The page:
Notable Successes of 2021

  • Employed an interior designer to reorganize the second-floor of the Quarry Farm main house with an emphasis on better workspaces, increased comfort for scholars, and more room for bookshelves.
  • Added custom-built historically sensitive bookshelves to the second-floor of the main house at Quarry Farm, greatly increasing the library’s capacity.
  • Converted the spare bedroom on the second floor into a workspace.
  • Continued to acquire recently published books pertaining to Mark Twain Studies.

Notable Goals for 2022

  • Employ Walter Ritchie, Jr., 19th century furniture expert, to identify, catalog, and describe the fifteen most important interior furnishings at Quarry Farm
  • Based on Walter Ritchie, Jr.’s assessment, create a virtual QR tour of Quarry Farm for all Quarry Farm residents.
  • Purchase new workspace and lounge furniture for the second-floor at Quarry Farm.
  • Improve lighting in the first-floor library.
  • Purchase new printer for second-floor library.

D. Enhance and sustain the services and materials offered by the Mark Twain Archive to the academic community

The Mark Twain Archive, located in the Gannett-Tripp Library on the Elmira College campus, is dedicated to supporting scholarship and pedagogy related to Mark Twain.  The Mark Twain Archive serves as a repository of primary and secondary source materials related to Mark Twain and Mark Twain scholarship with particular focus on Mark Twain’s association with Elmira and his Elmira circle of family and friends.  The Mark Twain Archive collects, appraises, organizes, describes, preserves and makes its records available to advance scholarship in the field of Mark Twain Studies and provides research support and instructional services to the Mark Twain Studies community.

In early 2020 Elmira College declared financial exigency and laid off a number of positions throughout the organization, including the archivist of Elmira College and CMTS.  This sudden loss of a valuable staff member has lessened the services offered by the Mark Twain Archive to the academic community and forced CMTS to dramatically diminish expectations for strategic advancement in this particular area.  Until CMTS acquires a full-time (or part-time) archivist, the only sustainable goal for the Mark Twain Archive is to preserve and maintain the existing collection.  Any consideration of growing the collection or expanding its accessibility through digitization efforts must also be delayed.  While the Mark Twain Archives was open to the general public in the past, the collections will now only be accessible to Quarry Farm residents or individuals with explicit permission from the Director.  The acquisition of a dedicated CMTS archivist is the foremost priority in this strategic area.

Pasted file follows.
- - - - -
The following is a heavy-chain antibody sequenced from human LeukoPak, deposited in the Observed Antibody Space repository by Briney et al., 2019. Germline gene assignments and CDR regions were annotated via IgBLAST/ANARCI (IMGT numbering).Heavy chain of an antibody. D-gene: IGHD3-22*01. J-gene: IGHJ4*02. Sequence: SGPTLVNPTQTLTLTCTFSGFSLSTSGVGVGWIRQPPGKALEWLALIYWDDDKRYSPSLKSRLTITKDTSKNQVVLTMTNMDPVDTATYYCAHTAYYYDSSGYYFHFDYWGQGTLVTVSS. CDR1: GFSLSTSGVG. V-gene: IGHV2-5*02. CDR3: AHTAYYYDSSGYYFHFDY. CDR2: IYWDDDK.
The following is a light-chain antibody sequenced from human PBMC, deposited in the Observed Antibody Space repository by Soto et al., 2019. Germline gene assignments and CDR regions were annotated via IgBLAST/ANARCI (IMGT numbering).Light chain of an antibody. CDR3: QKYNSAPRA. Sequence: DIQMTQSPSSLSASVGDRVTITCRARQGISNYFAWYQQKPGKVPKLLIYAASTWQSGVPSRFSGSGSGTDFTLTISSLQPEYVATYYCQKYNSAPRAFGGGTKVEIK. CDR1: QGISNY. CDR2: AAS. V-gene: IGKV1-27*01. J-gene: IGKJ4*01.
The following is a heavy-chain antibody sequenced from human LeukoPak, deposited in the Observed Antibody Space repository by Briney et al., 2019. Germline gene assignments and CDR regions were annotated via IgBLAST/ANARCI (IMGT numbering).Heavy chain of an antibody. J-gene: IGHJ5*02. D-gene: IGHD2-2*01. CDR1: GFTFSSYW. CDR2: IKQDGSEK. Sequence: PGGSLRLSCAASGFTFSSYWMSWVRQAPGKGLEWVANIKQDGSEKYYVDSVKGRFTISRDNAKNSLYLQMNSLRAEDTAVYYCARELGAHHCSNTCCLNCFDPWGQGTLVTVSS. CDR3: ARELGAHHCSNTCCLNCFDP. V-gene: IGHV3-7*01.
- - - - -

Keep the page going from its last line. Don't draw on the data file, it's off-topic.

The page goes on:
Notable Successes of 2021

  • Enrolled staff members of the Elmira College Gannett-Tripp Library, specifically Katy Galvin, Technical Services Manager, and Laura Kane, Access Services Manager, to fulfill the needs of the scholars at Quarry Farm by maintaining the collections and   locating archival materials in answer to specific research questions.
  • Created an archival repository for all paperwork associated with the restoration and preservation of Quarry Farm and the Mark Twain Study.